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Tuesday, September 14, 2010
With the community addressed in 1 Timothy, we are reminded that God’s people pray in all circumstances. We are urged to pray for everyone, including political leaders, so that all people may live in God’s reign of peace and wholeness – shalom. God’s wise ways lead and encourage us as we seek to live prayerfully as members of the Body of Christ and also citizens of our own countries.

1 Timothy 2:1–7
When the early Christians realized that Jesus would not return soon, they worked to organize communities of Jesus’ followers for ongoing worship and service. Leaders like Paul wrote letters of teaching to these groups, offering their interpretation of the meaning of Jesus’ life, death, and resurrection and the implications of Jesus’ teachings for the Body of Christ. The letters to Timothy most likely date from a later time than the life of Paul, but they reflect Paul’s teaching.

In the focus passage, the author teaches about prayerful living, urging the community to pray for everyone.

These verses also address a thorny question facing those who lived in the Roman Empire. Should a Christian pray for an emperor who demanded to be honored as a god, and before whose statue oaths were taken? The author tells the Christian community it is “right” and “acceptable” to pray for political leaders, so that they might live “a quiet and peaceable life” (v. 2). Some scholars suggest this urging did not mean yielding to Roman custom, but embodying a desire to see God’s peace (shalom) established for all people. Other scholars suggest that the author was using Paul’s “voice” to encourage the church to befriend the empire and its ways in order to move forward. Others suggest these words are to encourage church members to be “wise as serpents and innocent as doves” (Matthew 10:16) in order to survive.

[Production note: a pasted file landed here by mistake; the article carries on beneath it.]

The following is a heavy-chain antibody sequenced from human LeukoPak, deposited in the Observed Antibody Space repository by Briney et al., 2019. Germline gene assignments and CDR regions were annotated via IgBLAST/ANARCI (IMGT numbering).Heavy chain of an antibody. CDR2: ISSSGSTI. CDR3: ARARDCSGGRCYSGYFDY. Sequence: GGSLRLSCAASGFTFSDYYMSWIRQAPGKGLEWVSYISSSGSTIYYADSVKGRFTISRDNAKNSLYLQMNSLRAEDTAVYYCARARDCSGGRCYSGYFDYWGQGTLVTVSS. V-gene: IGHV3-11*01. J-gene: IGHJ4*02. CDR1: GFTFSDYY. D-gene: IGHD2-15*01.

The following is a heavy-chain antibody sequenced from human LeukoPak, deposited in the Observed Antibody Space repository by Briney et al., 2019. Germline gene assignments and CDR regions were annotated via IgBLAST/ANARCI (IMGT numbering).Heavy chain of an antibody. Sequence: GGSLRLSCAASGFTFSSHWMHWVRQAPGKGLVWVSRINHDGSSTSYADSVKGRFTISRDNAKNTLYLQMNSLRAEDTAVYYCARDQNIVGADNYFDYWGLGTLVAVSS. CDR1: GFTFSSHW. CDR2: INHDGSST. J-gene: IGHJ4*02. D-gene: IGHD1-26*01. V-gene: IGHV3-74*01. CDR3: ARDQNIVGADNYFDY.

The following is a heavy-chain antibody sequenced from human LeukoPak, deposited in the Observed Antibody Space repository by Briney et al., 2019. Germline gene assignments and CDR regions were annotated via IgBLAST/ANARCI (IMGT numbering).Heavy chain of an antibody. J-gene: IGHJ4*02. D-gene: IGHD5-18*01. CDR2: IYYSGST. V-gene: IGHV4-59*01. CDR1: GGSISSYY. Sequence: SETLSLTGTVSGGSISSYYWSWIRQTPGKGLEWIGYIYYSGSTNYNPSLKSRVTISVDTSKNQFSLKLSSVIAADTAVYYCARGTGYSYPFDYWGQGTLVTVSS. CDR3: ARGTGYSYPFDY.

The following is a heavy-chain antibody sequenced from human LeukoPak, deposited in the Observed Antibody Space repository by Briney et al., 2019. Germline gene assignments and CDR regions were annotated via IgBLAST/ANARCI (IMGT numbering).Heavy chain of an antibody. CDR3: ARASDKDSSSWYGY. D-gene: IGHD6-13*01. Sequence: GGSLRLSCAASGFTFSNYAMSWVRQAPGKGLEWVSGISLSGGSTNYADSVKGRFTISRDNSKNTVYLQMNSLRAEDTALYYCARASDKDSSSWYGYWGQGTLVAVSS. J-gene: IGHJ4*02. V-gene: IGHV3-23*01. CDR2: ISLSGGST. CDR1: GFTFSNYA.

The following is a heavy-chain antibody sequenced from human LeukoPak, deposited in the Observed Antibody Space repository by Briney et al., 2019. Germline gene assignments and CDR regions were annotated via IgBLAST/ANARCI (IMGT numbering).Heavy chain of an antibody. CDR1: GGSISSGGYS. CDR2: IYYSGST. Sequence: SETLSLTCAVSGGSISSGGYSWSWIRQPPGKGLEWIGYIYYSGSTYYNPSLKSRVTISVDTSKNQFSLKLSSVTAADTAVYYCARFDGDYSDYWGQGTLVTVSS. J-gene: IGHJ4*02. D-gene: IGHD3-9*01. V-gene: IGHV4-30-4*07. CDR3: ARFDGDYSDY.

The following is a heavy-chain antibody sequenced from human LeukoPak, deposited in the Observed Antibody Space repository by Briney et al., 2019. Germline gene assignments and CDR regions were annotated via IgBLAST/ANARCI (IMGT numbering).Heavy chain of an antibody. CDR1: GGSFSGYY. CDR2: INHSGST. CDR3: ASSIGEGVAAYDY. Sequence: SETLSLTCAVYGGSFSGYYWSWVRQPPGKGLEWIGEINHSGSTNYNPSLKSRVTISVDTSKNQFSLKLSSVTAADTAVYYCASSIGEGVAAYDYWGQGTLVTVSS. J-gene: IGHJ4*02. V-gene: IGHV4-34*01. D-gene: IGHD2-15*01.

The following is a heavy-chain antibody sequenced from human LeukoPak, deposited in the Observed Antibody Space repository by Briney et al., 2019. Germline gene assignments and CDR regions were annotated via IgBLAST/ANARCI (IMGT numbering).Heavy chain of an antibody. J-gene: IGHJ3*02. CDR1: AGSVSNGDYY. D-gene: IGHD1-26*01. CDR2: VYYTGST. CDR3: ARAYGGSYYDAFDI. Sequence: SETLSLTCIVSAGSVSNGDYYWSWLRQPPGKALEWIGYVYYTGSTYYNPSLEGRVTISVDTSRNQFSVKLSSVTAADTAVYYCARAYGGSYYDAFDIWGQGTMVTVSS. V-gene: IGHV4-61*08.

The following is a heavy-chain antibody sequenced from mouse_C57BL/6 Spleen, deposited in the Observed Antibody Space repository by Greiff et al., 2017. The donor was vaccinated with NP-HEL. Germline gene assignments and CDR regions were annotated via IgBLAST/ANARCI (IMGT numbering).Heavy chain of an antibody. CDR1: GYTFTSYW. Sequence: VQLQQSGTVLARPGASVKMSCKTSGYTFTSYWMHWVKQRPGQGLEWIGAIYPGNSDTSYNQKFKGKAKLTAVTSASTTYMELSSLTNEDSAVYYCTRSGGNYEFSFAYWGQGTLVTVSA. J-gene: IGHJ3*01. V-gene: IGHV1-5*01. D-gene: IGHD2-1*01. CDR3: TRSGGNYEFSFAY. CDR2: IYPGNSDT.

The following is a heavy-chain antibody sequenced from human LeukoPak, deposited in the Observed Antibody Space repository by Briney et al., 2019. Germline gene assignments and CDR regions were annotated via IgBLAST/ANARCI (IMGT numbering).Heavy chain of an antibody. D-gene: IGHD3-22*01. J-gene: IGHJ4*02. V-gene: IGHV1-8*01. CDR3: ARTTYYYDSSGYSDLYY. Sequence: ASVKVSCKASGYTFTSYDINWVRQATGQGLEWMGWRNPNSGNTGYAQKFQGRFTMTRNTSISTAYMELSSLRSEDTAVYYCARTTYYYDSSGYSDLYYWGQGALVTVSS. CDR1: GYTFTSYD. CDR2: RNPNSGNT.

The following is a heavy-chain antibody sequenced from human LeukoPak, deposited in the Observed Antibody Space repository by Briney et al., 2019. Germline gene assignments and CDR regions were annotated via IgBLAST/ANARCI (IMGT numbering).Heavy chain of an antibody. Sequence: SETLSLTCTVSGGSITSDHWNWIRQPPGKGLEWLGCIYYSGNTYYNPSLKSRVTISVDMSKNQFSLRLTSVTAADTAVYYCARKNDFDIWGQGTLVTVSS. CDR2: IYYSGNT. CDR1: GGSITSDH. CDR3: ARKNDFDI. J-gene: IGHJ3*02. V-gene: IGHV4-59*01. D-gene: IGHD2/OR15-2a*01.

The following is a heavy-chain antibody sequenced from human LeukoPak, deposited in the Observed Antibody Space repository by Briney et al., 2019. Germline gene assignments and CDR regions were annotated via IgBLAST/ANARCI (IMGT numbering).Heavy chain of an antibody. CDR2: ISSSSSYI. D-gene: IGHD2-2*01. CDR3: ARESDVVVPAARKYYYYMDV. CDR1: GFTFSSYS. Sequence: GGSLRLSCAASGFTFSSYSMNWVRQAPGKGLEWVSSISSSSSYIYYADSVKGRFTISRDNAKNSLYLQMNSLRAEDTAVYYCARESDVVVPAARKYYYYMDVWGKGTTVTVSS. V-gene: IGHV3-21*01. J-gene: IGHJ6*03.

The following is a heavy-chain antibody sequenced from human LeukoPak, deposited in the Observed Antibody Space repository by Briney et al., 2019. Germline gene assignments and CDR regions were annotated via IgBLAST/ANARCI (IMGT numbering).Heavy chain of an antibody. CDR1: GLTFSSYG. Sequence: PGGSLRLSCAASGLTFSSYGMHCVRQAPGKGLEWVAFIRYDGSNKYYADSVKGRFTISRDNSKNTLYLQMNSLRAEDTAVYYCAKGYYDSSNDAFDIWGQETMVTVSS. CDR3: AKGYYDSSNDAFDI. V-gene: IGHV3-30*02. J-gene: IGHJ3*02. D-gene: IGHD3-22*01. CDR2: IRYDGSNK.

The author says God, “our Savior,” desires for all to come to the saving knowledge of the truth of God’s saving ways. This message of inclusion is grounded in the belief that there is one God and one mediator between God and humankind, Jesus the Christ. In verse 6, Jesus is described as “a ransom for all.” Though Christian theology has several ways of exploring what this means, a cornerstone of our faith is belief that the story of Jesus' death and resurrection declare God’s victory over evil and bring new life. The kernel of the author’s message is that God is a God of salvation, forgiving and restoring to wholeness all who call on God’s name.

Like the church in Timothy’s time, Jesus’ first hearers struggled to find a way to live in the world, and yet not of it. In Luke 16:1–13, Jesus tells a story of a shrewd manager. Accused of squandering his master’s money, the manager visits the debtors with a plan to repay the master and provide for his own future. Jesus commends this manager for finding a way to live in the current situation, yet also speaks to the responsibility to live faithfully into the shalom of God’s reign.

When the relationship with God seems broken, God’s people cry out in lament, a prayer for help in a time of grief. In Jeremiah 8:18—9:1, the prophet laments that the people have been unfaithful to God’s commands. Leaders have been carried off into exile. Psalm 79:1–9 echoes Jeremiah’s lament, weeping over the destruction of the Temple and the death of the people at the hands of the Babylonians. This is an image of life in the absence of shalom.


Prayer is part of living faithfully as citizens of God’s realm. God’s people are called to pray for peace and justice for all people. What does it mean to pray in Jesus’ name for leaders? How might prayerful living strengthen us to work for justice, even as we pray for God’s shalom?

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Kairos-Milwaukie UCC Blog

Reflections on the Revised Common Lectionary by Rev. Rick Skidmore and Rev. Jim Ogden.

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